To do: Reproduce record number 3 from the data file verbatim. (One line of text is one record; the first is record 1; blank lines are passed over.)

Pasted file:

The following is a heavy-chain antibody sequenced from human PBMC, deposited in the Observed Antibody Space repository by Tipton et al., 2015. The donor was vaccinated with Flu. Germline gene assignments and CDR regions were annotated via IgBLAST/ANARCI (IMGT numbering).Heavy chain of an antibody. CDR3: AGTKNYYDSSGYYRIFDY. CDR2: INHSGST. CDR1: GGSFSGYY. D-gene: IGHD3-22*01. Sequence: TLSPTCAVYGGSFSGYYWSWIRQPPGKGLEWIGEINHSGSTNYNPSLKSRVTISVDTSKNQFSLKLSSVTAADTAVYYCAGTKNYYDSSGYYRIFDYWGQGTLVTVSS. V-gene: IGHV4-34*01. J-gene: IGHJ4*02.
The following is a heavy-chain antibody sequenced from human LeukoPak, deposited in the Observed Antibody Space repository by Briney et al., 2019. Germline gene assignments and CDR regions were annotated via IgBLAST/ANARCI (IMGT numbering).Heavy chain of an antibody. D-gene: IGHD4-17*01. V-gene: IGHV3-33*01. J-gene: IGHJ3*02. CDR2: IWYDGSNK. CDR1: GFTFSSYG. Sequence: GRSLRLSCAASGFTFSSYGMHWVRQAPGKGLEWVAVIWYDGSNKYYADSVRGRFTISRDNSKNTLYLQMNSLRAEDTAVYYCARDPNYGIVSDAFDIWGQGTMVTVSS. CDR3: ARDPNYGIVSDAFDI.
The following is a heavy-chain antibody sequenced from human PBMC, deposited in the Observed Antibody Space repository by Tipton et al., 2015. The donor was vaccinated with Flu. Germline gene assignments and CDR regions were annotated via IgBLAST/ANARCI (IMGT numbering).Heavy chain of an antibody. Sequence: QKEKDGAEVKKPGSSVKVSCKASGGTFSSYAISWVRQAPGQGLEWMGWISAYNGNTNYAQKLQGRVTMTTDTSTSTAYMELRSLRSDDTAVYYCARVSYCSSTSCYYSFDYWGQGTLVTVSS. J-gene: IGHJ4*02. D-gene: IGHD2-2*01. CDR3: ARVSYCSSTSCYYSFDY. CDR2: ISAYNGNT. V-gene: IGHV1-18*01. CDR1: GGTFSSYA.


The following is a heavy-chain antibody sequenced from human PBMC, deposited in the Observed Antibody Space repository by Tipton et al., 2015. The donor was vaccinated with Flu. Germline gene assignments and CDR regions were annotated via IgBLAST/ANARCI (IMGT numbering).Heavy chain of an antibody. Sequence: QKEKDGAEVKKPGSSVKVSCKASGGTFSSYAISWVRQAPGQGLEWMGWISAYNGNTNYAQKLQGRVTMTTDTSTSTAYMELRSLRSDDTAVYYCARVSYCSSTSCYYSFDYWGQGTLVTVSS. J-gene: IGHJ4*02. D-gene: IGHD2-2*01. CDR3: ARVSYCSSTSCYYSFDY. CDR2: ISAYNGNT. V-gene: IGHV1-18*01. CDR1: GGTFSSYA.